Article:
Below is the detail of how the Go Fund Me donations have been used to accomplish this goal:
Go Fund Me Achievements
As a beginning note: critics of Go Fund Me seem to miss a few very important things, but a large one is that family and close personal friends are a major contributing factor to campaigns. People see public totals, but the do not realize that a sizeable portion of these totals are donations that come from very close familiars. It’s not entirely different from a school bake-sale to raise money for supplies or field trips: it’s parents and peers putting in the dollars. In the case of crowd-funding through organization online, these are donations that actually would go further if they were directly sent to the receiver, as Go Fund Me extracts a percentage for their services, so not all the money goes to the cause. My Go Fund Me includes the substantial donations of caring close members of my family and friends, the “extended family” of my Muay Thai community in the US. I am seriously thankful for my donations from family and from readers. They are mixed together in the same pot, something that is to keep me fighting and maybe more importantly writing about Muay Thai in Thailand. Donations came from names I’ve seen on my YouTube and Facebook page for years – people I’ve never met but who I absolutely feel are part of my community – as well as names I’d never seen before but who had quietly been following my journey. It means a great deal to me that there are so many others who find meaning in this.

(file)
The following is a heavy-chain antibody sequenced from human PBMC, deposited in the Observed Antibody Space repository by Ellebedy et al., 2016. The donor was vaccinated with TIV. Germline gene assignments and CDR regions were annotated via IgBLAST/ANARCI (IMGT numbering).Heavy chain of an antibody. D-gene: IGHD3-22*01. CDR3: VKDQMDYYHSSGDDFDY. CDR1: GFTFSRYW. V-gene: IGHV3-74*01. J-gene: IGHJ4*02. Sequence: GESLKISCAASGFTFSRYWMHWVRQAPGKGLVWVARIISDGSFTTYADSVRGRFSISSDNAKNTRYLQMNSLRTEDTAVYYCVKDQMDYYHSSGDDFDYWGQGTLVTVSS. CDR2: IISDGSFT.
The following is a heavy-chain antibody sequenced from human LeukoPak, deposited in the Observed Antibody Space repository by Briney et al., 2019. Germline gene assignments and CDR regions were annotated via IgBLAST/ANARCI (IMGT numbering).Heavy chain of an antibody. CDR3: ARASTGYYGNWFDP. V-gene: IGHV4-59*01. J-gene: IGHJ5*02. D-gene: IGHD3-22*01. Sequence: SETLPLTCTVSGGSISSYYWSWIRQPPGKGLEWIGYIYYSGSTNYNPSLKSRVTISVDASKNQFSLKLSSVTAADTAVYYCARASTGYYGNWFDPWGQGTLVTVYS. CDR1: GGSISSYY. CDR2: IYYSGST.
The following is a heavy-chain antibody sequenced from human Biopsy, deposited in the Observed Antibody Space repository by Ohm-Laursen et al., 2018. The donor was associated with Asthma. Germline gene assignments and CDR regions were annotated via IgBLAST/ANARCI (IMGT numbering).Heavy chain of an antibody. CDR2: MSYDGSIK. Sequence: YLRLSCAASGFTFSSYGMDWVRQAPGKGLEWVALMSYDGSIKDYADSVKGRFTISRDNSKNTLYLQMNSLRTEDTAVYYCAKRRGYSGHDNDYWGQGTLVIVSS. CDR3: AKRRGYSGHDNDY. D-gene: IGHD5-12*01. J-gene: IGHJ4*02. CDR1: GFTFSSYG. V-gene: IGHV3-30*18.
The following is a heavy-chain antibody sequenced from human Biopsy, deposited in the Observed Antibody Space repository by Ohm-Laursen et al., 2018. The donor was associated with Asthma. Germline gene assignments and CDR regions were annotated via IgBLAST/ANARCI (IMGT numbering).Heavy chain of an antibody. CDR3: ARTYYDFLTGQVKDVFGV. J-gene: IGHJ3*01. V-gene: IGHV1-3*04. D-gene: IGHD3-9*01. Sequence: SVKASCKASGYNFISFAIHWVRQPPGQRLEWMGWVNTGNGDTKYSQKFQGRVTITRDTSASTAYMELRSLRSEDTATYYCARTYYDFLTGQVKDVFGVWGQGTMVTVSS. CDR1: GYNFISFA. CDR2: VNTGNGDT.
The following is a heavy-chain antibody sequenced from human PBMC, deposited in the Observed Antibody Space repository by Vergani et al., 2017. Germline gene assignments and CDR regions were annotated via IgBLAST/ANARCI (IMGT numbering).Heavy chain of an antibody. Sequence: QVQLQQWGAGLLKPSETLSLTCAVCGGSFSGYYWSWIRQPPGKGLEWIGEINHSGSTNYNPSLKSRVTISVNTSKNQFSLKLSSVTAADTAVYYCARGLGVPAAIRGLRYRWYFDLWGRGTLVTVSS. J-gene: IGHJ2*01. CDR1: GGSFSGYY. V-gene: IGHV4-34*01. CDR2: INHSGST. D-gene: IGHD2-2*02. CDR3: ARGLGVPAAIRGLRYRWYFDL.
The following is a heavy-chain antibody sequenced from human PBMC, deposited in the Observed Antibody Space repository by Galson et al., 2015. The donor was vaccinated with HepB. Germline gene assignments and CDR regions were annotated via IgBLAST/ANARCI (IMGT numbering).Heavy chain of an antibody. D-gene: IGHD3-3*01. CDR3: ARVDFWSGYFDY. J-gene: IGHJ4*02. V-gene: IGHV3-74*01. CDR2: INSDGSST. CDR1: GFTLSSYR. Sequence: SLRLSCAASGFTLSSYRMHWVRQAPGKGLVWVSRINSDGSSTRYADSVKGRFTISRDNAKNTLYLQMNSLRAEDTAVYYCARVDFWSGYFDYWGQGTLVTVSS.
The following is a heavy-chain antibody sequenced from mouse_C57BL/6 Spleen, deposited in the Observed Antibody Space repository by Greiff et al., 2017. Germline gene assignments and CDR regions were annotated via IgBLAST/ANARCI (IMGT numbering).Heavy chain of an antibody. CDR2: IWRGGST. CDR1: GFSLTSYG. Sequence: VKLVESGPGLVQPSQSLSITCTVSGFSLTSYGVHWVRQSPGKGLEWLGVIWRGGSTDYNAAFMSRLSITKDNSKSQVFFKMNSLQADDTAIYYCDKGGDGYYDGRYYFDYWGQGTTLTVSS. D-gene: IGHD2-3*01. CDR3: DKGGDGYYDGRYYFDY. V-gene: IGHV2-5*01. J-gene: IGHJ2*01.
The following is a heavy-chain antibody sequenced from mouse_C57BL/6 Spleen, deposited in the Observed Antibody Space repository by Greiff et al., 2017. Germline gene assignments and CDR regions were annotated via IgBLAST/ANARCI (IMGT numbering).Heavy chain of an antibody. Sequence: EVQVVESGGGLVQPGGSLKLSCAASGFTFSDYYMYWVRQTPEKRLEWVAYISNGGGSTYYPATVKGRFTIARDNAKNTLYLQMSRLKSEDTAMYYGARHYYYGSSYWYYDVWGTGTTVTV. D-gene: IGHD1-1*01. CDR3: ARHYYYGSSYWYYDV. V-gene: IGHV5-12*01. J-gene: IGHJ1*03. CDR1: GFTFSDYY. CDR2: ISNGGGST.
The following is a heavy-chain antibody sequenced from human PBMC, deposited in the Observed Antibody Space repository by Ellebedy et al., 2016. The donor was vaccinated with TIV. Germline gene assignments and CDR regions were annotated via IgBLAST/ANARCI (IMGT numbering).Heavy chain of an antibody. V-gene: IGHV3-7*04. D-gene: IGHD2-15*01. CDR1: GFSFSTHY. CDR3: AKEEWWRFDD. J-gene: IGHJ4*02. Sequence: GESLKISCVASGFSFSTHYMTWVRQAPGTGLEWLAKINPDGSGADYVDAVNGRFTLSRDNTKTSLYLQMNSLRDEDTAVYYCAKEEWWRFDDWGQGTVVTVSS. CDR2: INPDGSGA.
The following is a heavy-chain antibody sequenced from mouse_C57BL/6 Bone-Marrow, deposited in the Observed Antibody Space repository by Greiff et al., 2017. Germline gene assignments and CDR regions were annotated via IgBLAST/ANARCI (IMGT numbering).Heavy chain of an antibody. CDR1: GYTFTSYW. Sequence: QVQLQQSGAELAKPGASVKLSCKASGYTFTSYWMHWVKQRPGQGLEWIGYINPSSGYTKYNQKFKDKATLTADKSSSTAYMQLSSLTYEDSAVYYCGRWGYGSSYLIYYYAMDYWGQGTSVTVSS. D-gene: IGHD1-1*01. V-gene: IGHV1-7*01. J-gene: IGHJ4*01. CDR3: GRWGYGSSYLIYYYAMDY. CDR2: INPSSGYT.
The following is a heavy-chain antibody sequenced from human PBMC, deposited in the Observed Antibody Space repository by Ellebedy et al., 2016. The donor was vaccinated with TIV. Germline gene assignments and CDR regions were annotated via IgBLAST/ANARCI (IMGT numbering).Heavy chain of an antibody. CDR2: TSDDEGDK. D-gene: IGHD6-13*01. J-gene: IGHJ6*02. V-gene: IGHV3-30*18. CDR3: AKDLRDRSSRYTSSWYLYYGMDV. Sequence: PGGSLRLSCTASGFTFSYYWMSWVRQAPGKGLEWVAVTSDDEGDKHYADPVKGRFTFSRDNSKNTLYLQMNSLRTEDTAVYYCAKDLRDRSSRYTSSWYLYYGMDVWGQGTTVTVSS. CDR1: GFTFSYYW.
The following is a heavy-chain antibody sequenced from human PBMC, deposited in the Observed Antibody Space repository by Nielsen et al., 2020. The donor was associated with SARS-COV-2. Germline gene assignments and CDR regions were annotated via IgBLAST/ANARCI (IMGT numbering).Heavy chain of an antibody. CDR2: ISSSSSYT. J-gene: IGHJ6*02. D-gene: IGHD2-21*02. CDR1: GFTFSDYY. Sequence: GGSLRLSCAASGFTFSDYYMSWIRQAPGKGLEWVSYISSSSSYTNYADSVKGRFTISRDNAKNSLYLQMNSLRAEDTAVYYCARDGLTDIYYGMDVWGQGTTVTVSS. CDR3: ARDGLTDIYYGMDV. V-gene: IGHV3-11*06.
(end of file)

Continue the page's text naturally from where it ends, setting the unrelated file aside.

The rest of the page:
At the other end there have been real financial hurdles overcome in developing a network of friends, gyms and promoters that have helped me fight fights across Thailand, far from the local scene in Pattaya. This developed network has been irreplaceable in my goal of 100 fights, not only due to local gym politics but also my increased understanding of the importance of gambling in fight match ups (see my post The 80% Fight). Even though I’ve been fighting a lot since my Go Fund Me started, I’ve fought very rarely in Pattaya where I live because the opportunities here are limited. I’ve fought 27 times since my Go Fund Me started. Only 4 of those fights have been in Pattaya, despite my constant effort to be booked close to home. Without my Go Fund Me support I very likely would have found myself much in the same position I hear other female fighters in currently, having an extremely difficult time finding fights. I get private messages from female fighters frequently asking me to help them find fights, and the only reason I might be able to help them is because of the network of relationships I’ve been able to develop beyond Pattaya, because I was given the freedom to travel across the country, and to create those gym/promoter relationships that can take advantage of that freedom. Without my Go Fund Me supporters, in the 7 months since the campaign launched it is possible I would have only had 4 fights, rather than 27.